Why try to beat the Lannister’s when you have the opportunity to be the iron bank? In this article, we highlight Sony’s excellent strategy to stay afloat in the streaming industry without offering a streaming service.
Key takeaways on Sony
- 2020 was Sony’s best year ever, with $9 billion of profit
- The company managed to thrive, in contrast with Japan which went from being a major world power in 1995 to stagnating since then.
- Sony is winning the console war, with 7.8 million PlayStation 5 unit sold vs. 5.8 million units for Microsoft’s Xbox Series X
- Sony decided not to join the streaming war, but to provide content to contenders instead, reaping massive profits without needing to invest for a platform.
Sony is thriving and leaving its country behind
Sony just had its best quarter in years, while Japan is having its worst quarter in years.
In the 1990s, or almost 30 years ago, America feared that Japan could overtake the American economy. Indeed, Japan’s $5.449 trillion GDP was not very far from the United States at $7.64 trillion. Japan was the only real competitor to the US, as China’s GDP was still way under the trillion dollars.
The land of the rising sun was flooding foreign markets with well-built products, such as Honda and Toyota for cars and motorbikes, or Sony for consumers electronics. The US honestly feared that their old enemy would simply take over. But the takeover never happened.
Trapped in an asset bubble followed by a deflationary trap, Japan’s economy failed to follow the same growth path as that of other developed countries. In fact, its economy was bigger in 1995 than it is today: Japan’s GDP is basically the same size as it was 30 years ago, whereas the US GDP tripled.
What about Sony?
In 1995, Sony was living the life: everybody wanted to own one of its Walkman to listen to music on the go – Apple was far from making the iPod – and many kids dreamed of acquiring the camera they saw in the Christmas movie “Home Alone”. The first generation of the Vaio, Sony’s personal computer, was in the making, set to come out in 1997.
After taking a solid hit during the dotcom bubble, the company managed to thrive thanks to its quality consumer electronics offering, while Japan lagged behind.
Today, the company keeps thriving as it records its greatest profit ever last year, with ¥1 trillion in profit (about $9 billion total and $8.5 per share). To put things into perspective, that is a little more that the Coca-Cola company, and a little less than Disney. Its stock is now at its highest level since the burst of the dotcom bubble.
Why might Sony have a solid position on the market right now?
The question to ask oneself is to which extent Sony’s market position is sustainable? There are two wars going on: the console war and the streaming war. Sony chose to fight one and supply for the second:
The PlayStation 5 vs. the Xbox One: who wins?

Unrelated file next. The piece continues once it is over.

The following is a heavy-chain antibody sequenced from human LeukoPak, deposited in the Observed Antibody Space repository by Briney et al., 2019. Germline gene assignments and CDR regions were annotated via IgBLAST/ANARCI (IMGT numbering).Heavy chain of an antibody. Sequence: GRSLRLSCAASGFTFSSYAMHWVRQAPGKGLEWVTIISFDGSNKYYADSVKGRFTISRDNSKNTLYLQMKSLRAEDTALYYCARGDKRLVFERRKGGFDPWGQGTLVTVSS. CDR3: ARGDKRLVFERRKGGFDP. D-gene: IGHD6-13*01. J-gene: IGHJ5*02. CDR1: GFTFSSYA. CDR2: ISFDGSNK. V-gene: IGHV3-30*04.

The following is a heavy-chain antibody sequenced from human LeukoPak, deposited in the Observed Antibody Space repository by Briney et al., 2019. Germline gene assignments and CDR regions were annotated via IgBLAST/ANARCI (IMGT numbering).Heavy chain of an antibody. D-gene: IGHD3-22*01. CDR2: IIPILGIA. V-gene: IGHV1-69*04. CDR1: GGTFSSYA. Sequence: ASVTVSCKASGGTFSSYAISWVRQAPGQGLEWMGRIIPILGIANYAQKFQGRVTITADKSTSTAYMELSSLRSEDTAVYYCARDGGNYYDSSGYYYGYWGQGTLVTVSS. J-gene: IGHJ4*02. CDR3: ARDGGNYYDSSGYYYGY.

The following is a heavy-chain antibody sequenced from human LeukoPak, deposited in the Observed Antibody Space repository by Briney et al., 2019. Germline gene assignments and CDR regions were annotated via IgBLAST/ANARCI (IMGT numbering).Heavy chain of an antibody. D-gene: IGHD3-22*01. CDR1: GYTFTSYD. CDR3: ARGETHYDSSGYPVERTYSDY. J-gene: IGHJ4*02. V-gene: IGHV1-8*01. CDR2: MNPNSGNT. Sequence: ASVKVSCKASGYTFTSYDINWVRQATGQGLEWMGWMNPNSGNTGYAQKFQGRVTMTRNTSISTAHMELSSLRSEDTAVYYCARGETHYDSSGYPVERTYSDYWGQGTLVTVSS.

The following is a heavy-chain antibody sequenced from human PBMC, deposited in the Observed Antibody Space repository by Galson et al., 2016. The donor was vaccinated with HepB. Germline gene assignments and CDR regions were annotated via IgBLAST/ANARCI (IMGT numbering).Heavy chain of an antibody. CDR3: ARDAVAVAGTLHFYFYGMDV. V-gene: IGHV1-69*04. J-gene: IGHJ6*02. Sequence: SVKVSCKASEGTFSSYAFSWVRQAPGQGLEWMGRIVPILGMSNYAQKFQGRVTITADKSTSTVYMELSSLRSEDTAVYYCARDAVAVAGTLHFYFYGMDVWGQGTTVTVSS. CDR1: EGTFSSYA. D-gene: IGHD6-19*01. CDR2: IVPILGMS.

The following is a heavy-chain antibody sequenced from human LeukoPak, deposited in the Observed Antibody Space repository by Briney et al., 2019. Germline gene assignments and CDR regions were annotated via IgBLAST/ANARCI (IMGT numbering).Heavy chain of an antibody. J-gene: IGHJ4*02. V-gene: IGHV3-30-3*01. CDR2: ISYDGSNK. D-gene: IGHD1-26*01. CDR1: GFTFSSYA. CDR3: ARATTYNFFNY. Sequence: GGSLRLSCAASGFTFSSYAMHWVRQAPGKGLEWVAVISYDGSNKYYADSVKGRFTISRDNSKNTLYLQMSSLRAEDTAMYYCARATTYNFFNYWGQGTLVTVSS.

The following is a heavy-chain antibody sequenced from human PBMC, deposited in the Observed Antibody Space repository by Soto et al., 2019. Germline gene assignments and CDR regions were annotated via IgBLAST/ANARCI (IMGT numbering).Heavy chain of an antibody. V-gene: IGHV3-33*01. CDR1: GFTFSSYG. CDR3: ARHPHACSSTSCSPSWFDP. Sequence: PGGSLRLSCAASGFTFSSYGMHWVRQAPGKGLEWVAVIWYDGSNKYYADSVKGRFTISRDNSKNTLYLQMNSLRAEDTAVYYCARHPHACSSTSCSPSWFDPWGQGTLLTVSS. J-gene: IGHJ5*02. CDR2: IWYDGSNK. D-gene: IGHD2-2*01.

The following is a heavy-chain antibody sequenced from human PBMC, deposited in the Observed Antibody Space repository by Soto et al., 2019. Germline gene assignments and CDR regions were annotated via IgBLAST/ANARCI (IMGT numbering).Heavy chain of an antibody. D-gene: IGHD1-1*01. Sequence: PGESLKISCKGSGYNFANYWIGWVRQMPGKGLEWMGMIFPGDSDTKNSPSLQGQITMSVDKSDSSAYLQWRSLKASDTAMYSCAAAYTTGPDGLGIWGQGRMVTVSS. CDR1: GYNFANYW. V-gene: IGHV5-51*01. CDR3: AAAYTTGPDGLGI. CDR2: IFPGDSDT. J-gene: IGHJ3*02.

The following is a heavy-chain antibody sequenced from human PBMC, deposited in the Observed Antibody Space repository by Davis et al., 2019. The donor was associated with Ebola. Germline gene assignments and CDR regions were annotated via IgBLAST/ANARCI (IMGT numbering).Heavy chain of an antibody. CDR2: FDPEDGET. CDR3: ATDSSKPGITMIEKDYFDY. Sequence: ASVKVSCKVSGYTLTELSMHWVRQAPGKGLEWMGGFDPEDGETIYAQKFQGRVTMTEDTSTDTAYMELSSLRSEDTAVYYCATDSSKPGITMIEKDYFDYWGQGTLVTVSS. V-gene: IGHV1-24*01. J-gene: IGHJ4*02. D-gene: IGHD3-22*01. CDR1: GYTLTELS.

According to Sony, the PlayStation 5, its latest gen gaming console which came out last November, sold 7.8 million units so far. Is that good or is that bad? The best way to determine this would be to compare these sales with its directly competing product: Microsoft’s Xbox Series X.
While the company did not disclose their total number of sales, estimates range around 2 million units fewer. 2 million units ahead of one’s main competitor is not so bad in the gaming industry.
More recently, Sony invested in Discord as part of a $100 million funding round, planning for a close integration of the gaming chat service used by over 140 million gamers every month in their PlayStation environment. This is yet another argument for their fight in the console wars.
Sony's PlayStation 5 vs. Microsoft's Xbox Series S sales in million units (Source: Statista)
Sony does not fight in the streaming war: it provides weapons
Eyeing the dangerous battlefield, Sony chose not to join the streaming war. Instead, they opted to play the arms dealer’s role. The company owns the license of many popular franchises, such as Seinfeld, Spiderman, part of James Bond, Jumanji, Men in Black, and more.
They could have launched a streaming service called “Sony+” – is that not what you do when you want to get into streaming and have no good idea for a good name? – but it noticed that only one streaming service was making profits so far: Netflix.
The streaming war is a dangerous one, and more companies end up eating the mud than succeeding. Sony did not want to put in the years of work and hundreds of engineers on developing a streaming service. It was simply too many resources for the task, and it is even worse if they do not manage to win the war.
Having the rights to so many titles, all they had to do was licenses them to other streaming companies such as Netflix and Disney+ and cash in.
Sony can proudly show a $3 billion profit every year from streaming, and that’s pure profit. No costs of subscriber acquisition or maintaining a sophisticated platform. That is more than Netflix has made in profits ever, including the last tremendous year. Again, they are a streaming arms dealer making money out of their weapons of mass content. And that is not all: Sony also gets to premiere their movies in theatres and cash in some money there first, and then make 3 billion right behind it!
The lesson we can derive here is simple. If you are not in the mood to fight the Lannister’s, be the iron bank.